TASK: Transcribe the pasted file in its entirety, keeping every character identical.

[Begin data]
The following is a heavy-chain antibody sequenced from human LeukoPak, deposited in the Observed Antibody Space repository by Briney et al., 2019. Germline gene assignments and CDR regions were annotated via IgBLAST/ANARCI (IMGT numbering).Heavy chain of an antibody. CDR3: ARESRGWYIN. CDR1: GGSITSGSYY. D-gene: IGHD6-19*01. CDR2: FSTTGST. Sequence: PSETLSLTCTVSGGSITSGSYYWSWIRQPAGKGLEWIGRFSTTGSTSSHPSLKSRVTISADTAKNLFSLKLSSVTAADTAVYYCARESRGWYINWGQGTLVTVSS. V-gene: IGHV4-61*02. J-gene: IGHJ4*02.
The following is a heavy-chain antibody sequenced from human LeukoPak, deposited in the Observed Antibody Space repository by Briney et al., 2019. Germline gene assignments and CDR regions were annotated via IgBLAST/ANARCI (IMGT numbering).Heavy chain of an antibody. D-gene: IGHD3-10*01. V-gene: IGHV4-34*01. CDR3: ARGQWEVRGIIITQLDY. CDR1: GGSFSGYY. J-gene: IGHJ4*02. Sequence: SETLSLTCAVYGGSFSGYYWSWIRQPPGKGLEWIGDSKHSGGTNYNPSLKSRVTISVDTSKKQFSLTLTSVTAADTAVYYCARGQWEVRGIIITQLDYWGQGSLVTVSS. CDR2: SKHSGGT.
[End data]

The following is a heavy-chain antibody sequenced from human LeukoPak, deposited in the Observed Antibody Space repository by Briney et al., 2019. Germline gene assignments and CDR regions were annotated via IgBLAST/ANARCI (IMGT numbering).Heavy chain of an antibody. CDR3: ARESRGWYIN. CDR1: GGSITSGSYY. D-gene: IGHD6-19*01. CDR2: FSTTGST. Sequence: PSETLSLTCTVSGGSITSGSYYWSWIRQPAGKGLEWIGRFSTTGSTSSHPSLKSRVTISADTAKNLFSLKLSSVTAADTAVYYCARESRGWYINWGQGTLVTVSS. V-gene: IGHV4-61*02. J-gene: IGHJ4*02.
The following is a heavy-chain antibody sequenced from human LeukoPak, deposited in the Observed Antibody Space repository by Briney et al., 2019. Germline gene assignments and CDR regions were annotated via IgBLAST/ANARCI (IMGT numbering).Heavy chain of an antibody. D-gene: IGHD3-10*01. V-gene: IGHV4-34*01. CDR3: ARGQWEVRGIIITQLDY. CDR1: GGSFSGYY. J-gene: IGHJ4*02. Sequence: SETLSLTCAVYGGSFSGYYWSWIRQPPGKGLEWIGDSKHSGGTNYNPSLKSRVTISVDTSKKQFSLTLTSVTAADTAVYYCARGQWEVRGIIITQLDYWGQGSLVTVSS. CDR2: SKHSGGT.